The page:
Lessons Learned from a Regional Approach to Open Data and Civic Apps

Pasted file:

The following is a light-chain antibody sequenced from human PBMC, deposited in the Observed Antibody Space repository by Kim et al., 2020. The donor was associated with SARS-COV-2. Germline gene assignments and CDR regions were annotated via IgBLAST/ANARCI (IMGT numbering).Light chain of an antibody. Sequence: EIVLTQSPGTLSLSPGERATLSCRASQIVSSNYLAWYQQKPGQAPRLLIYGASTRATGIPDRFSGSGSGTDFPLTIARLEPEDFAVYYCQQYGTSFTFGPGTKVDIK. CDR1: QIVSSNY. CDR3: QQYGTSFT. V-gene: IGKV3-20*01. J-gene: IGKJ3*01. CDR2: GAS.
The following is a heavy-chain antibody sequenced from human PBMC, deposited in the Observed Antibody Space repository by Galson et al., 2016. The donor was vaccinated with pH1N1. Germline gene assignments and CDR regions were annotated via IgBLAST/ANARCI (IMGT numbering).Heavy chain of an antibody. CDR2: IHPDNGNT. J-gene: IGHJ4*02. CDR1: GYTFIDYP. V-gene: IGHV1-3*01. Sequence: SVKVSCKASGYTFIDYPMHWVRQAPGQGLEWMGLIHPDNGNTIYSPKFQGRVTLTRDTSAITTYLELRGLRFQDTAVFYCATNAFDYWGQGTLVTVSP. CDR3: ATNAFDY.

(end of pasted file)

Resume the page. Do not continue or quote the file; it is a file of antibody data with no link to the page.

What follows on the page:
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Skip Newberry serves as Economic Development Policy Advisor to Portland Mayor Sam Adams. A significant portion of Skip's work focuses on developing initiatives to support Portland's software and digital media industries. Last year, Skip's projects included helping to draft the City of Portland's open source procurement and open data policy, which was adopted by Portland City Council in September of 2009. Since then, he has been working with Portland's Bureau of Technology Services to launch Civic Apps for Greater Portland the nation's first regional open data and software application design contest. Other recent projects include contributing to the development of a community broadband strategy for Portland and identifying ways for local government to serve as a test market for new and innovative technology. Since Washington, DC, launched Apps for Democracy, the popularity of public sector open data initiatives and software application design contests has been on the rise at the State and local levels. Nevertheless, these initiatives face three major challenges, and all three relate to support and adoption: 1. support and adoption from public sector agencies, departments, bureaus, and elected officials; 2. support and adoption from software developers; and 3. support and adoption from the users of software apps and open data. In the near future, collaboration amongst different jurisdictions in standardizing data across local, county, state, and international boundaries will pose significant challenges. I do not think these are insurmountable. This presentation focuses on the regional nature of a modest open data and app design contest in the Portland area called Civic Apps for Greater Portland, and attempts to share lessons learned.

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